Right Now in Stuff You Missed in History Class

Today, we're revisiting an episode about the results of English settlers bringing animals and plants to Australia, including rabbits.

Skellig Michael

This small island off the west coast of Ireland recently became a film star, but Skellig Michael has a rich history all its own.

Six Impossible Episodes by Request

This installation of Six Impossible Episodes is a bit of a hodge podge, with several oft-requested topics.

SYMHC Classics: The Halifax Explosion

Today, we're revisiting an episode from previous hosts: the Halifax explosion, which was one of history's worst man-made, non-nuclear explosions.

The Lumière Brothers, Part 2

Despite the huge impact the Lumières made with their multi-function motion picture camera, they didn't stay in the movie business.

The Lumière Brothers, Part 1

The Lumières are often associated with early film technology, but that wasn't the only area where they innovated.

SYMHC Classics: Sei Shonagon and the Heian Court

We're revisiting a bit of Japanese history. Thanks to the pillow book of Sei Shonagon, we have a first-person account of court life in Heian Japan

The Aberfan Disaster

In 1966, a mining disaster in Aberfan, Wales, killed 144 people. It was a completely preventable tragedy and 116 of the victims were children.

The War Between Great Britain and the Zulu Kingdom

Great Britain’s efforts to control southern Africa eventually led to war with the Zulu Kingdom.

SYMHC Classics: Edward Jenner, Father of Vaccines

We're revisiting a classic episode, all about early strides in treating smallpox, which has been around longer than recorded history.

Fort Shaw Indian School: Basketball Champions (pt. 2)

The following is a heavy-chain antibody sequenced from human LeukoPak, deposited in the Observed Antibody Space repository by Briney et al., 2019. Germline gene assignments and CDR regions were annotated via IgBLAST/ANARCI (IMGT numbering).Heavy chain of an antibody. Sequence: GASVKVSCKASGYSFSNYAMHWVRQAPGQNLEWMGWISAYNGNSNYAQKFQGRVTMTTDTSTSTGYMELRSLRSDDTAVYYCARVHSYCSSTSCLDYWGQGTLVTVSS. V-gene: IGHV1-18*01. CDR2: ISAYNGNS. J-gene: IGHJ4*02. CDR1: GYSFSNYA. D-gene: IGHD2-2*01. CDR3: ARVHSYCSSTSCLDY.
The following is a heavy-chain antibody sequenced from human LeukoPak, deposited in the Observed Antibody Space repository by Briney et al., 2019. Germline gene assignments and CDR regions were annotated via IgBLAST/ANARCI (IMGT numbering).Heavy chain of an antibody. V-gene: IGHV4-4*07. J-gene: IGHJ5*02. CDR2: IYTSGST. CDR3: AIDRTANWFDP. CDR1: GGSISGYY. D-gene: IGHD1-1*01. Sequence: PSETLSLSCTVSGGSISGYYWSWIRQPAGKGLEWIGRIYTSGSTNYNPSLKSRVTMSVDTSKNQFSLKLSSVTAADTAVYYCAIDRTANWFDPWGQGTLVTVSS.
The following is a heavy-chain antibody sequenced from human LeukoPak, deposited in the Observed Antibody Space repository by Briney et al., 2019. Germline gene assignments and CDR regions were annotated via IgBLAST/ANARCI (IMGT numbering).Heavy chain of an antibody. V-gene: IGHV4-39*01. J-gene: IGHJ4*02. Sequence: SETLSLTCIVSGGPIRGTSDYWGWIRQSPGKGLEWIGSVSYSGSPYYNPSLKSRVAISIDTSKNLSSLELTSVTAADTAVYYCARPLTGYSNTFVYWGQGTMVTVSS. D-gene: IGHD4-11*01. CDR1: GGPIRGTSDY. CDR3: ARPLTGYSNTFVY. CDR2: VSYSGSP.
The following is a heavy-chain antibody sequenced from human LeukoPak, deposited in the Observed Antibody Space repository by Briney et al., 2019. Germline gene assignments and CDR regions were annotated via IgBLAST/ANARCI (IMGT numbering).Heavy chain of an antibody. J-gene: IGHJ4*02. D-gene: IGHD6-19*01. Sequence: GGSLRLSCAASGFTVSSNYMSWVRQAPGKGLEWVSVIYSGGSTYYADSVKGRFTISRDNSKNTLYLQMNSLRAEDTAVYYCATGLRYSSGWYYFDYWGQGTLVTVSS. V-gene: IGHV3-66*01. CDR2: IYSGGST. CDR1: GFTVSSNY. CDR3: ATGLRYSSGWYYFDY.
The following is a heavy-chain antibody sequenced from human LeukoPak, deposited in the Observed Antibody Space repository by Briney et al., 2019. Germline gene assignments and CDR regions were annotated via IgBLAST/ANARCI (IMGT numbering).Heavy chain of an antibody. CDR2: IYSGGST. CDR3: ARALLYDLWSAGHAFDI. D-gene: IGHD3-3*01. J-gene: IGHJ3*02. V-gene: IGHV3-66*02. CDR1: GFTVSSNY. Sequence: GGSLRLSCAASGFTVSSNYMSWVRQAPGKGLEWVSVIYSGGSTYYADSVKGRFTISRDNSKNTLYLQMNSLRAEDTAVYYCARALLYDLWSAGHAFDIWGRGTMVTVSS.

In 1904, the Fort Shaw Indian School women’s basketball team spent four months playing and performing at the St. Louis World’s Fair.

Basketball Comes to Fort Shaw Indian School (pt. 1)

The Fort Shaw Indian School was part of a boarding school system designed to make Native American students conform to white culture.

SYMHC Classics: Frances Glessner Lee and Tiny Forensics

Many forensic investigation standards of today have roots in the work of a Chicago heiress who was more interested in crime scenes than high society.

Suffragists’ Night of Terror at the Occoquan Workhouse

In November 1917, guards at the Occoquan Workhouse assaulted and terrorized 33 women from the National Woman’s Party.

The Murder of William Desmond Taylor

Even in its youth, Hollywood's rapidly growing film industry had a reputation for debauchery. A high-profile director's murder added to that image.

SYMHC Classics: The White Rose and Nazi Germany

During World War II, the Nazi party did not tolerate dissent, but some Germans did attempt to resist Hitler's government.

3 Reformation Women: Katharina, Marguerite & Jeanne

Katharina von Bora, Marguerite d’Angoulême and Jeanne d’Albret all left their mark on the Reformation, but all in different ways.

Carl Tanzler's Corpse Bride

Carl Tanzler loved a woman, and his love for her continued long after her death. But whether she loved him back is a matter of dispute.

SYMHC Classics: New England Vampire Panic

Starting in the late 1700s, small rural communities in New England were sometimes stricken with fear that the dead were feeding off the living.

Edward Gorey

Based just on his art, you might imagine Edward Gorey as a dour Englishman whose childhood was marked with a series of tragic deaths.